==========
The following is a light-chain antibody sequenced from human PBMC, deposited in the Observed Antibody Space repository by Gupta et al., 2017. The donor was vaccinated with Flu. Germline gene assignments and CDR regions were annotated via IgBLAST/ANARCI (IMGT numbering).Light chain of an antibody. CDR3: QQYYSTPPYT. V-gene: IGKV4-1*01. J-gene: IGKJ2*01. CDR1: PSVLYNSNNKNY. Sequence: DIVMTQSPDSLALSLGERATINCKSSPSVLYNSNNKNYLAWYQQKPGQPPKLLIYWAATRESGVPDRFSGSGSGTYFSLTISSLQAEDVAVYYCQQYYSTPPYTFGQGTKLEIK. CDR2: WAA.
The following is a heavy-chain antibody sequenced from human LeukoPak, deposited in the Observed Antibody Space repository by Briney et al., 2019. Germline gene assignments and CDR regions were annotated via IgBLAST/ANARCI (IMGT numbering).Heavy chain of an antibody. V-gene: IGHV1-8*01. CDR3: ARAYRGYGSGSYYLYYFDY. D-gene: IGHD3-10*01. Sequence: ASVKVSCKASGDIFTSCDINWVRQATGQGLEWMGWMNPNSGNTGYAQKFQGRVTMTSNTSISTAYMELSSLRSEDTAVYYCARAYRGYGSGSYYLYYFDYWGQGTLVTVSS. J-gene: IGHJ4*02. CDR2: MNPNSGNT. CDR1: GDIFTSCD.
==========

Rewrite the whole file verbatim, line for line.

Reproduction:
The following is a light-chain antibody sequenced from human PBMC, deposited in the Observed Antibody Space repository by Gupta et al., 2017. The donor was vaccinated with Flu. Germline gene assignments and CDR regions were annotated via IgBLAST/ANARCI (IMGT numbering).Light chain of an antibody. CDR3: QQYYSTPPYT. V-gene: IGKV4-1*01. J-gene: IGKJ2*01. CDR1: PSVLYNSNNKNY. Sequence: DIVMTQSPDSLALSLGERATINCKSSPSVLYNSNNKNYLAWYQQKPGQPPKLLIYWAATRESGVPDRFSGSGSGTYFSLTISSLQAEDVAVYYCQQYYSTPPYTFGQGTKLEIK. CDR2: WAA.
The following is a heavy-chain antibody sequenced from human LeukoPak, deposited in the Observed Antibody Space repository by Briney et al., 2019. Germline gene assignments and CDR regions were annotated via IgBLAST/ANARCI (IMGT numbering).Heavy chain of an antibody. V-gene: IGHV1-8*01. CDR3: ARAYRGYGSGSYYLYYFDY. D-gene: IGHD3-10*01. Sequence: ASVKVSCKASGDIFTSCDINWVRQATGQGLEWMGWMNPNSGNTGYAQKFQGRVTMTSNTSISTAYMELSSLRSEDTAVYYCARAYRGYGSGSYYLYYFDYWGQGTLVTVSS. J-gene: IGHJ4*02. CDR2: MNPNSGNT. CDR1: GDIFTSCD.